FacebookTwitterGoogle+RedditEmail

Eulogy for Richie Phillips

by DAVID MACARAY

Richard Gregory (“Richie”) Phillips, former general counsel and executive director of the MLUA (Major League Umpires Association) from 1978 to 1999, died May 31, 2013. He was 72. To describe Phillips as a “hard-nosed negotiator” doesn’t really do him justice. His extremely confrontational style and relentless determination (a combination of Bobby Knight, Jimmy Hoffa and Marvin Miller) were legendary.

Richie Phillips will be remembered for two things, one good, one horrendously bad.

(1) During his 22 years as executive director, major league umpires went from a group of underappreciated and undercompensated “adjuncts,” to a highly organized and universally envied cadre of sports professionals. With Phillips at the helm, the umpires’ salaries quadrupled.

(2) One of Phillips’ tactical moves backfired so badly, it resulted in the ruination of the very union he helped transform.

In 1999, Phillips tried running an astoundingly brazen play on major league baseball. Knowing it was illegal to use a strike as a negotiating tool (there was a contract in place with an unequivocal “no strike” provision), he got the umpires to agree to resign from their jobs en masse, convincing them that the League would be unable to replace them on short notice, and would balk at having to cough up $15 million in severance pay.

It was an audacious and nutty move. Unfortunately, management called his bluff. The League responded to the mass resignations by instantly hiring minor league umps to replace the major leaguers. Predictably, many of the umpires who, in the heat of battle, had signed letters of resignation now regretted their decision. Some even claimed to have signed them as a “symbolic gesture,” after being assured they would never be delivered.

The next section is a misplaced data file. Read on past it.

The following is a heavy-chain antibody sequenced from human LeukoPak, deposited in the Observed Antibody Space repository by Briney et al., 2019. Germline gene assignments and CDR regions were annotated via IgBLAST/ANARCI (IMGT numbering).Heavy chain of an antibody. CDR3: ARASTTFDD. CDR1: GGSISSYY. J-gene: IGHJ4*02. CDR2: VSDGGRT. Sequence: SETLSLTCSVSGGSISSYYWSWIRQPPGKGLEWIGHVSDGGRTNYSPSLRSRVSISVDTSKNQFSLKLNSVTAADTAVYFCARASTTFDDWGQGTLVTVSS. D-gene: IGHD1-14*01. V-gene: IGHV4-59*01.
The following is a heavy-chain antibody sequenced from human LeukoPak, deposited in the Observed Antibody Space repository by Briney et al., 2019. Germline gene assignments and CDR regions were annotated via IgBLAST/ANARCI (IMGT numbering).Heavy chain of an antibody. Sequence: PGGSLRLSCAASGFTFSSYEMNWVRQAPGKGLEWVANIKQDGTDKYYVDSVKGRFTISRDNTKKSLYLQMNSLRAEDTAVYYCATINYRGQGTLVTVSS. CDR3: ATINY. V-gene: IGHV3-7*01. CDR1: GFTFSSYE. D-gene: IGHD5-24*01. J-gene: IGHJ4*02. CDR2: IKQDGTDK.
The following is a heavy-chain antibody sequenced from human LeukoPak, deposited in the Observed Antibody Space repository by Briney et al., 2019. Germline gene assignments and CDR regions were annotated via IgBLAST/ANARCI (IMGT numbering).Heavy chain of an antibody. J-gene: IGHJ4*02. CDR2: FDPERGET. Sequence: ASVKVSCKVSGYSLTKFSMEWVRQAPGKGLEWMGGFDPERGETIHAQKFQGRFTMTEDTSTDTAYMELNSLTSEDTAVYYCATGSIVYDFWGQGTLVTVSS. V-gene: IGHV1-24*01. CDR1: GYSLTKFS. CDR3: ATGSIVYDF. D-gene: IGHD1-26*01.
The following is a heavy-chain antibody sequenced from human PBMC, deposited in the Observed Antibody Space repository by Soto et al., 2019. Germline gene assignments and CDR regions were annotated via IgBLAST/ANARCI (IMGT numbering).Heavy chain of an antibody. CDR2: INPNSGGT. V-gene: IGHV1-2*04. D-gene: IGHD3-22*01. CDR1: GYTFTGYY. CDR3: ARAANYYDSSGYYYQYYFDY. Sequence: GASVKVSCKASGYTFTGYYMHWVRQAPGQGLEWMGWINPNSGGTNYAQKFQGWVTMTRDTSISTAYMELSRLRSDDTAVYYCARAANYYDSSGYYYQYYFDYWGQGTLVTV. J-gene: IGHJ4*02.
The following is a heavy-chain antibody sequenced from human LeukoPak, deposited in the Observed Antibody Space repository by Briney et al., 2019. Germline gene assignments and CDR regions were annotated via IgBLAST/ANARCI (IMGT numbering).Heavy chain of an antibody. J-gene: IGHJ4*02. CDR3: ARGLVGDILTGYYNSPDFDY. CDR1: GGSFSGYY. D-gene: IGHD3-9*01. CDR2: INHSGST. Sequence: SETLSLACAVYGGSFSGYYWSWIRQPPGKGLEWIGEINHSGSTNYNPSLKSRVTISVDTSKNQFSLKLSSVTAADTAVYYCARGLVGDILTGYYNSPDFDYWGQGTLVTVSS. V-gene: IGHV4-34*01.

Accordingly, these umpires contacted the League office and formally requested that their resignations be withdrawn. The League refused. These umpires were told that, even if their letters had been submitted impulsively or on the basis of inaccurate information, a resignation was a resignation. Sorry, boys, but you no longer have a job.

One can imagine the fallout. All hell broke loose. A group of umpires, led by Joe Brinkman and John Hirschbeck, began an NLRB decertification drive that resulted in Phillips being fired, and the formation of another union (the World Umpires Association) to replace the MLUA. While many of the umps were eventually rehired, 22 of them (those viewed as trouble-makers or misfits) never got their jobs back. Their careers were over.

You occasionally hear Richie Phillips’ name linked to that of Robert Poli, the hapless president of the air-traffic controllers union (PATCO), whom President Reagan summarily fired in 1981. While that comparison may seem appropriate (because both guys managed to get their rank-the-file members fired), it is not. The comparison is not only inappropriate, it’s ridiculous.

Phillips was a seasoned pro with an impressive list of accomplishments to his credit, and Poli was an untested rookie, in office for barely a year, with nothing more to brag about than having won a union election. And while Phillips’ resignation stunt was, without question, a monumental blunder, what Poli did by taking federal workers out on an illegal strike (in clear violation of their contract) was immeasurably worse.

Robert Poli not only committed institutional suicide by handing Ronald Reagan on a silver platter the ironclad legal grounds for destroying a labor union, he managed to awaken and refocus America’s dormant anti-union sentiment, something that organized labor is still paying for, thirty years later.